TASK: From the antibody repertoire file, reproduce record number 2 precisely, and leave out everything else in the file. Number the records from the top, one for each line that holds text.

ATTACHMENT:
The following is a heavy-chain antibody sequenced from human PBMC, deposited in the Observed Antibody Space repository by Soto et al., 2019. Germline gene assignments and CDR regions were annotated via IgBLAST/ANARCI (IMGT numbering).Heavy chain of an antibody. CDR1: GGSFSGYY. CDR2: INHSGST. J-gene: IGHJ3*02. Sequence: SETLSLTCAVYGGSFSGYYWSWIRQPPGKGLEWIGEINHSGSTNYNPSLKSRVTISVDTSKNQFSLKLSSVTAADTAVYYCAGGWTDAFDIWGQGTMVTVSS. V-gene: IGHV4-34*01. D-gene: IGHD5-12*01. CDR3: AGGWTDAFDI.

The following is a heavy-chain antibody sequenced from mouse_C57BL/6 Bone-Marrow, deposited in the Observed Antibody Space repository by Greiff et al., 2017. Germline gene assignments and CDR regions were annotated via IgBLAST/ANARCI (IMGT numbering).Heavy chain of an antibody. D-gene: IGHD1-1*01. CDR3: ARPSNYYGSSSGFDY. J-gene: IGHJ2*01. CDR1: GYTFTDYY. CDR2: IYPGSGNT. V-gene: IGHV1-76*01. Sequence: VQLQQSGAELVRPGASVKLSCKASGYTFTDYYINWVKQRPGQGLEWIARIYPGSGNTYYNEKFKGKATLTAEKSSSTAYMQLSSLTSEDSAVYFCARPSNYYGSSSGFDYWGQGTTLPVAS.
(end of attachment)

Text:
The following is a heavy-chain antibody sequenced from mouse_C57BL/6 Bone-Marrow, deposited in the Observed Antibody Space repository by Greiff et al., 2017. Germline gene assignments and CDR regions were annotated via IgBLAST/ANARCI (IMGT numbering).Heavy chain of an antibody. D-gene: IGHD1-1*01. CDR3: ARPSNYYGSSSGFDY. J-gene: IGHJ2*01. CDR1: GYTFTDYY. CDR2: IYPGSGNT. V-gene: IGHV1-76*01. Sequence: VQLQQSGAELVRPGASVKLSCKASGYTFTDYYINWVKQRPGQGLEWIARIYPGSGNTYYNEKFKGKATLTAEKSSSTAYMQLSSLTSEDSAVYFCARPSNYYGSSSGFDYWGQGTTLPVAS.